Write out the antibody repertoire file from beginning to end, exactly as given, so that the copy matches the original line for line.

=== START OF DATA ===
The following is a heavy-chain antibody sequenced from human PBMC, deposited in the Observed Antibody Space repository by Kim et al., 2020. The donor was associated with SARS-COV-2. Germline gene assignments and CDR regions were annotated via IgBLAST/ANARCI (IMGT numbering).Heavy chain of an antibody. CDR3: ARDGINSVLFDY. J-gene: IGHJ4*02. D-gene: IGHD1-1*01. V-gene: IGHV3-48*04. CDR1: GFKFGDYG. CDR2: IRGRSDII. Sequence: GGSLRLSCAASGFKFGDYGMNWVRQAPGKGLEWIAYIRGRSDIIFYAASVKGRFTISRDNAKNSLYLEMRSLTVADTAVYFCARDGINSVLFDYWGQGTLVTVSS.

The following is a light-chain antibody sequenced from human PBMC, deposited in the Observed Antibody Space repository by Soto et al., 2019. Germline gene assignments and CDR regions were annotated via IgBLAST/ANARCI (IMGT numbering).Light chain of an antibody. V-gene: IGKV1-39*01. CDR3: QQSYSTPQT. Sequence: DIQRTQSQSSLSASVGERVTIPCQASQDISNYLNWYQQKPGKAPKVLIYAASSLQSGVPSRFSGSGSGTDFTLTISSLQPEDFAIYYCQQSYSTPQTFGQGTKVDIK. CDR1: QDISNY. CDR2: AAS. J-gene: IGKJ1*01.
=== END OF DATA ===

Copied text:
The following is a heavy-chain antibody sequenced from human PBMC, deposited in the Observed Antibody Space repository by Kim et al., 2020. The donor was associated with SARS-COV-2. Germline gene assignments and CDR regions were annotated via IgBLAST/ANARCI (IMGT numbering).Heavy chain of an antibody. CDR3: ARDGINSVLFDY. J-gene: IGHJ4*02. D-gene: IGHD1-1*01. V-gene: IGHV3-48*04. CDR1: GFKFGDYG. CDR2: IRGRSDII. Sequence: GGSLRLSCAASGFKFGDYGMNWVRQAPGKGLEWIAYIRGRSDIIFYAASVKGRFTISRDNAKNSLYLEMRSLTVADTAVYFCARDGINSVLFDYWGQGTLVTVSS.

The following is a light-chain antibody sequenced from human PBMC, deposited in the Observed Antibody Space repository by Soto et al., 2019. Germline gene assignments and CDR regions were annotated via IgBLAST/ANARCI (IMGT numbering).Light chain of an antibody. V-gene: IGKV1-39*01. CDR3: QQSYSTPQT. Sequence: DIQRTQSQSSLSASVGERVTIPCQASQDISNYLNWYQQKPGKAPKVLIYAASSLQSGVPSRFSGSGSGTDFTLTISSLQPEDFAIYYCQQSYSTPQTFGQGTKVDIK. CDR1: QDISNY. CDR2: AAS. J-gene: IGKJ1*01.